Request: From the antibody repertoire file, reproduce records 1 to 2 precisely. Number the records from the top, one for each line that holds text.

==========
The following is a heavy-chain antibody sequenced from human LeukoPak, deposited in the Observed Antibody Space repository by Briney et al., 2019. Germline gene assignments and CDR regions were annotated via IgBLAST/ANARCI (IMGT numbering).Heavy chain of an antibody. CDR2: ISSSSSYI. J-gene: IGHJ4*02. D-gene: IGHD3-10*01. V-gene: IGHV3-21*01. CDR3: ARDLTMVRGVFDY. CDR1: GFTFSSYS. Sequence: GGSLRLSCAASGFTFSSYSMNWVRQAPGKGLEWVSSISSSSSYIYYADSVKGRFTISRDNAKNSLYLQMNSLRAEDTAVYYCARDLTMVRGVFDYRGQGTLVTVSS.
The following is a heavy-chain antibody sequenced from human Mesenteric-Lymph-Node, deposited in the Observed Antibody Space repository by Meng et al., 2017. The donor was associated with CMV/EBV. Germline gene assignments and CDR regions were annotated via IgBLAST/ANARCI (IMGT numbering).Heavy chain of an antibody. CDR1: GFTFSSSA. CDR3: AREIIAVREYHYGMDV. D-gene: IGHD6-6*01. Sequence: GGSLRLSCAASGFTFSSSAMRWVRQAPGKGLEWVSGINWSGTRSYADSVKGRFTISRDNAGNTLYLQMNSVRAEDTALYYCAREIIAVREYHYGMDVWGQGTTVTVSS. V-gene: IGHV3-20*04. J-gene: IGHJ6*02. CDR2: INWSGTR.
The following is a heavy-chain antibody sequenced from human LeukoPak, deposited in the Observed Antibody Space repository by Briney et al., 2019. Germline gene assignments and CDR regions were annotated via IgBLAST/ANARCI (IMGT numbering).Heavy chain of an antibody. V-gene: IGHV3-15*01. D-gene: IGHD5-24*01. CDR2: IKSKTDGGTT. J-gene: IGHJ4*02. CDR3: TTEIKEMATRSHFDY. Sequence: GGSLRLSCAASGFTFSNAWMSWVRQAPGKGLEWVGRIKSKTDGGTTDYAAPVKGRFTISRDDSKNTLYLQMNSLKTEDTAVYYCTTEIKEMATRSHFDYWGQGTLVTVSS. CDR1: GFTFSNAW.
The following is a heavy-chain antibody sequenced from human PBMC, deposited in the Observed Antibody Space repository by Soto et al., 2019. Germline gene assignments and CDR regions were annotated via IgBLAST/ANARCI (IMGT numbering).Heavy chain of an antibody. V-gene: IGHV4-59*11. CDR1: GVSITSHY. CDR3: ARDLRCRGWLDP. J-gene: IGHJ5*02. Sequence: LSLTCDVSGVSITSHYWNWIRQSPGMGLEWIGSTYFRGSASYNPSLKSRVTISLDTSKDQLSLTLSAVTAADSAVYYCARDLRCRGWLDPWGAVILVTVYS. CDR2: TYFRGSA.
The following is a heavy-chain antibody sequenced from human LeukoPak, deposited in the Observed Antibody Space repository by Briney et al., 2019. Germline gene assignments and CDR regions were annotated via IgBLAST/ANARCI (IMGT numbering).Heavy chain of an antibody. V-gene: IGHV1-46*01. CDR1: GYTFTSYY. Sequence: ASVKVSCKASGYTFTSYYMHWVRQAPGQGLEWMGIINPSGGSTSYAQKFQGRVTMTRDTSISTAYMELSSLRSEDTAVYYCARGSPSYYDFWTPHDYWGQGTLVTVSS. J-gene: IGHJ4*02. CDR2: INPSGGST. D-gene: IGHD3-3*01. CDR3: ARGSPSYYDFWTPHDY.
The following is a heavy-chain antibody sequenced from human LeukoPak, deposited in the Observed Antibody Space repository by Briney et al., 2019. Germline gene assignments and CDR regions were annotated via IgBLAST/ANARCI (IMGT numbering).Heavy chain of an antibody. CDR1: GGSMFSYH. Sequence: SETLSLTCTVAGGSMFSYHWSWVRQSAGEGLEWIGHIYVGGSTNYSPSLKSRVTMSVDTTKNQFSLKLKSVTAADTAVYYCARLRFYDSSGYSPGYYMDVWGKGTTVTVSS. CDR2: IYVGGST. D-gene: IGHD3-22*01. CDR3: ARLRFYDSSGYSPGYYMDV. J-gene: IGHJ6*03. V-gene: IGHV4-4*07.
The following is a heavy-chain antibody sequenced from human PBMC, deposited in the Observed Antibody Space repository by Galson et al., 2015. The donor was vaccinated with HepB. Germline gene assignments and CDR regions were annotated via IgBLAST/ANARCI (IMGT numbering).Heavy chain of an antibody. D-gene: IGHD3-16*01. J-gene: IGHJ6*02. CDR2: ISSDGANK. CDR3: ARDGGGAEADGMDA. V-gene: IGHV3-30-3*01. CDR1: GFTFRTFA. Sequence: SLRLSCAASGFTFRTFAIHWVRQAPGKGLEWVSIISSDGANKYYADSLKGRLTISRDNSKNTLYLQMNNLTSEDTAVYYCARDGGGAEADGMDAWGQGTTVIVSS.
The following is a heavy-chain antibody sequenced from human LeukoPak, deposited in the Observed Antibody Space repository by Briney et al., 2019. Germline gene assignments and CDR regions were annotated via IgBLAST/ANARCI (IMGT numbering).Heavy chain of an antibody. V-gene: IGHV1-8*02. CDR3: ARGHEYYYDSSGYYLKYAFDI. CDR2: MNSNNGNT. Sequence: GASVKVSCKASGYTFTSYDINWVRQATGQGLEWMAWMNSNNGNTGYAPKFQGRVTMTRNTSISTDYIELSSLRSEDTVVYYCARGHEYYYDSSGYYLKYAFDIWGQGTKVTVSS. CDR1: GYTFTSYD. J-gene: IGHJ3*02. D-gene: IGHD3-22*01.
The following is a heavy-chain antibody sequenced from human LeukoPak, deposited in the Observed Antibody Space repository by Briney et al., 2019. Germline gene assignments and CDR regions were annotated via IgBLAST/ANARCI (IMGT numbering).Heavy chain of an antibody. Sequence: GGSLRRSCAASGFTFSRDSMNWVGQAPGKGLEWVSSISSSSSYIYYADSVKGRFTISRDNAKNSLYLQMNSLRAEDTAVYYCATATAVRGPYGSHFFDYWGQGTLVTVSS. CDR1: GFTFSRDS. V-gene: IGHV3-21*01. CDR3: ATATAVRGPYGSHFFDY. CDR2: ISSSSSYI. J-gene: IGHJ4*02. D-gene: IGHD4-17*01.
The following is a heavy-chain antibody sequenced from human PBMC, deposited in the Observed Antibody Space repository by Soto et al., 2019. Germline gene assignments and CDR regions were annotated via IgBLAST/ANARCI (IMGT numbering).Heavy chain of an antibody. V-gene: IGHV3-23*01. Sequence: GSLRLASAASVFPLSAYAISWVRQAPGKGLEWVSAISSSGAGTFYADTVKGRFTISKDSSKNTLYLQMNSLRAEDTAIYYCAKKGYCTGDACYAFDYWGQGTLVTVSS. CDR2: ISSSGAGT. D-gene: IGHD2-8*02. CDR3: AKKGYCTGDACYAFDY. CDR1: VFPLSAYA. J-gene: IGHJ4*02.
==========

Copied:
The following is a heavy-chain antibody sequenced from human LeukoPak, deposited in the Observed Antibody Space repository by Briney et al., 2019. Germline gene assignments and CDR regions were annotated via IgBLAST/ANARCI (IMGT numbering).Heavy chain of an antibody. CDR2: ISSSSSYI. J-gene: IGHJ4*02. D-gene: IGHD3-10*01. V-gene: IGHV3-21*01. CDR3: ARDLTMVRGVFDY. CDR1: GFTFSSYS. Sequence: GGSLRLSCAASGFTFSSYSMNWVRQAPGKGLEWVSSISSSSSYIYYADSVKGRFTISRDNAKNSLYLQMNSLRAEDTAVYYCARDLTMVRGVFDYRGQGTLVTVSS.
The following is a heavy-chain antibody sequenced from human Mesenteric-Lymph-Node, deposited in the Observed Antibody Space repository by Meng et al., 2017. The donor was associated with CMV/EBV. Germline gene assignments and CDR regions were annotated via IgBLAST/ANARCI (IMGT numbering).Heavy chain of an antibody. CDR1: GFTFSSSA. CDR3: AREIIAVREYHYGMDV. D-gene: IGHD6-6*01. Sequence: GGSLRLSCAASGFTFSSSAMRWVRQAPGKGLEWVSGINWSGTRSYADSVKGRFTISRDNAGNTLYLQMNSVRAEDTALYYCAREIIAVREYHYGMDVWGQGTTVTVSS. V-gene: IGHV3-20*04. J-gene: IGHJ6*02. CDR2: INWSGTR.